SAGE Journal Articles

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Article 1: Urbaniok, F., Laubacher, A., Hardegger, J., Rossegger, A., Endrass, J., & Moskvitin, J. (2012). Neurobiological determinism: Human freedom of choice and criminal responsibility. International Journal of Offender Therapy and Comparative Criminology, 56(2), 174–190. Retrieved from

Several authors have argued that criminal behavior is generally caused by neurobiological deficits. This assumption not only questions the concept of free will and a person’s responsibility for his or her own actions but also the principle of guilt in criminal law. When critically examining the current state of research, it becomes apparent that the results are not sufficient to support the existence of a universally valid neurobiological causality of criminal behavior. Moreover, the assumption of total neurobiological determination of human behavior and the impossibility of individual responsibility are characterized by both faulty empiricism and methodical misconceptions. The principle of relative determinism and the analysis of the offender’s behavior at the time of the offense thus remain the central and cogent approach to the assessment of criminal responsibility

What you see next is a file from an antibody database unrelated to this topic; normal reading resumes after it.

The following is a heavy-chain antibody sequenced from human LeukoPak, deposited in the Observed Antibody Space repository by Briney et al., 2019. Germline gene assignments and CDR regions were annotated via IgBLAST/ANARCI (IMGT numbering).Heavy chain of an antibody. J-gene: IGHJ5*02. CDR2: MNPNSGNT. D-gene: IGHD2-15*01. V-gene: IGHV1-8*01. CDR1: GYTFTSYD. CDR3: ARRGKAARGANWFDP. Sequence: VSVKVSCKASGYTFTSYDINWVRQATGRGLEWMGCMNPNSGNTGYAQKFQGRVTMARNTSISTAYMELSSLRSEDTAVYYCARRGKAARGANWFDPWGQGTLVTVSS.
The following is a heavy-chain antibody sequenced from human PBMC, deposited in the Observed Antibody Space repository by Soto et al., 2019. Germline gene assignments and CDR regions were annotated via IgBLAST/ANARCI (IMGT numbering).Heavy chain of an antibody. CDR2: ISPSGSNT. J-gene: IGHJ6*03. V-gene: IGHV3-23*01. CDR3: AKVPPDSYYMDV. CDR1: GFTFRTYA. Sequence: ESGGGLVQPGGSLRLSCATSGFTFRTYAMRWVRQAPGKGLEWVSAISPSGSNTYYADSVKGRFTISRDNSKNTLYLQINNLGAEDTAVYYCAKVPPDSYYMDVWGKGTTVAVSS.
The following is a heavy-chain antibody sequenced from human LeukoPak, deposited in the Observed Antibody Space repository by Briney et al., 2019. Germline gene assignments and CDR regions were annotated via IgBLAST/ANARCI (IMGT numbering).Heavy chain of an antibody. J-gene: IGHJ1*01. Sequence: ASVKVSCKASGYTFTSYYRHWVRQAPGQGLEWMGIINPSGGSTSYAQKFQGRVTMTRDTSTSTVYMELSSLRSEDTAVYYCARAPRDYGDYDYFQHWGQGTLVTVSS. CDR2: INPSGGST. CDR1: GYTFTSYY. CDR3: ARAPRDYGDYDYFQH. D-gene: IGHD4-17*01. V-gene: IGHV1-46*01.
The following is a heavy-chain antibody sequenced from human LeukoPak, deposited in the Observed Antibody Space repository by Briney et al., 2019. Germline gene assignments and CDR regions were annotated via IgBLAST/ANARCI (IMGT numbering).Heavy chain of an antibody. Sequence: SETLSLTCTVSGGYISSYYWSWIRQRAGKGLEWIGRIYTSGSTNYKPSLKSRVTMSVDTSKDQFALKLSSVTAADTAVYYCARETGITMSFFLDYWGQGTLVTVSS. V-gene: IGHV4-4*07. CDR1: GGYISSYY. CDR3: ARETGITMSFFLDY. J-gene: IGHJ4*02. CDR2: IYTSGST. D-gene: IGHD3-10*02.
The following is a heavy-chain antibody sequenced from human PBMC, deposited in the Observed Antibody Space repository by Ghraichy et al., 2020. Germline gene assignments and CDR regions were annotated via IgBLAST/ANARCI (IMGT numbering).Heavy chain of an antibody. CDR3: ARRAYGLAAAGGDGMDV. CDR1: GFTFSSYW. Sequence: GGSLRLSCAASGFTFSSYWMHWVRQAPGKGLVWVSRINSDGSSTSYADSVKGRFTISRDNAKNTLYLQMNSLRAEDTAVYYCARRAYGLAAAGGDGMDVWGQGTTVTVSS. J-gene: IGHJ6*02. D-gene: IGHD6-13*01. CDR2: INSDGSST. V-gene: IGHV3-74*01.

Questions that apply to this article:

  1. Identify the basic research question as stated by the authors.
  2. What do the authors postulate as the cause of criminal behavior?
  3. What do they believe past research has left out?

Article 2: Blanchard, R., Kolla, N., Cantor, J., Klassen, P., Dickey, R., Kuban, M., & Blak, T. (2007). IQ, handedness, and pedophilia in adult male patients stratified by referral source. Sex Abuse: A Journal of Research and Treatment, 19(3), 285–309. Retrieved from

This study investigated whether the previously observed association of pedophilia with lower IQs is an artifact of heterogeneity in referral source. The subjects were 832 adult male patients referred to a specialty clinic for evaluation of their sexual behavior. The patients’ erotic preferences for prepubescent, pubescent, or adult partners were assessed with phallometric testing. Full scale IQ was estimated using six subtests from the WAIS-R. The results showed that the relations between pedophilia and lower IQ, lesser education, and increased rates of non-righthandedness were the same in homogeneous groups referred by lawyers or parole and probation officers as they were in a heterogeneous group referred by a miscellany of other sources. Those results, along with secondary analyses in the study, supported the conclusion that the relation between pedophilia and cognitive function is genuine and not artifactual. The findings were interpreted as evidence for the hypothesis that neurodevelopmental perturbations increase the risk of pedophilia in males.

Questions that apply to this article:

  1. Who were the subjects of this study?
  2. What were the authors trying to link IQ scores to?
  3. What were the results of the study?